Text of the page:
Is ZF agile? It depends on how you implement it. The framework can lead to an over-complicated modeling effort in which you write more documentation than you really need. For example, you could easily apply the principles and practices of AM to the Zachman Framework to make it agile, or you could use the framework to justify a complex and documentation-heavy modeling process that requires a large enterprise architecture group to administer and control.
A strategy for applying the ZF technique in an agile manner is to:
- Keep it simple.
- Adopt the concept that your enterprise architecture efforts must reflect a wide range of perspectives.
- Adopt the augmented form of the ZF to avoid methodology bias.
- Avoid documentation-heavy, bureaucratic processes centered around the ZF -- remember, your goal is to develop working software, not to create lots of fancy models and documentation.
Recently on the Agile Modeling Mailing List:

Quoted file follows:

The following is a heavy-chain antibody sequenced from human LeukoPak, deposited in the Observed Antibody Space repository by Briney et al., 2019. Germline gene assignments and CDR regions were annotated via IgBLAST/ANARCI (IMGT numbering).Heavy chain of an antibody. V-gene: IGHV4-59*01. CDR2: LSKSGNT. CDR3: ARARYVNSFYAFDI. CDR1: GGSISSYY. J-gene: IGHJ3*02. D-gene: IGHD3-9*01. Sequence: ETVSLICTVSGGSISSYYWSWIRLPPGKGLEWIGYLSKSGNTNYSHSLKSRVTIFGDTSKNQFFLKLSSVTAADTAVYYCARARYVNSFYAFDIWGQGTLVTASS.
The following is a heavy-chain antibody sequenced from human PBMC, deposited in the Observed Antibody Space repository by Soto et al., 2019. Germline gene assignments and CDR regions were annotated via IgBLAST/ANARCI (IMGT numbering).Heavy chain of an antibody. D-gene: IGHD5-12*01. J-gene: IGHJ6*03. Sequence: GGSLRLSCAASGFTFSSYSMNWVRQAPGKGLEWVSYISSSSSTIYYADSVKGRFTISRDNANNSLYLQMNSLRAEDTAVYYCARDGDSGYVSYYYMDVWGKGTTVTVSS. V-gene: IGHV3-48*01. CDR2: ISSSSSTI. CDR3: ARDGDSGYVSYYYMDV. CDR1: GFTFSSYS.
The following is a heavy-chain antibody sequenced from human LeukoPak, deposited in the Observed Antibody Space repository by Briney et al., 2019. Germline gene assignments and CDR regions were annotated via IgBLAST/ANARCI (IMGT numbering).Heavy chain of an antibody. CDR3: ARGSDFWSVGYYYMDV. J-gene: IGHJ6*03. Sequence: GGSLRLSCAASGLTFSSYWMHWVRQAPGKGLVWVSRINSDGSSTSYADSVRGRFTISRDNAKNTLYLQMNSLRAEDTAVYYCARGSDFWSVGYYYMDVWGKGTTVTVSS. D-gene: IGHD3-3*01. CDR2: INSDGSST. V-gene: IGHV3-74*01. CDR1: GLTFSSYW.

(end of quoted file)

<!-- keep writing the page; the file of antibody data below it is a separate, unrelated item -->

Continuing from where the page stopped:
The Model-Driven Architecture (MDA)
The Object Management Group (OMG)'s Model-Driven Architecture separates a system's functionality from its implementation on a specific technology platform. This modeling approach promises that a single model specifying system functionality could be realized on multiple platforms through auxiliary mapping standards, or through point mappings to specific platforms. MDA also supports explicitly relating different application models, therefore enabling integration and interoperability and supporting system evolution as platform technologies come and go. Although MDA is theoretically sound, I'm simply not convinced that it will succeed in the mainstream development community. A few MDA supporters didn't see things this way, but the final consensus was that time will tell. Look for a future column on this topic.
Agile Business Modeling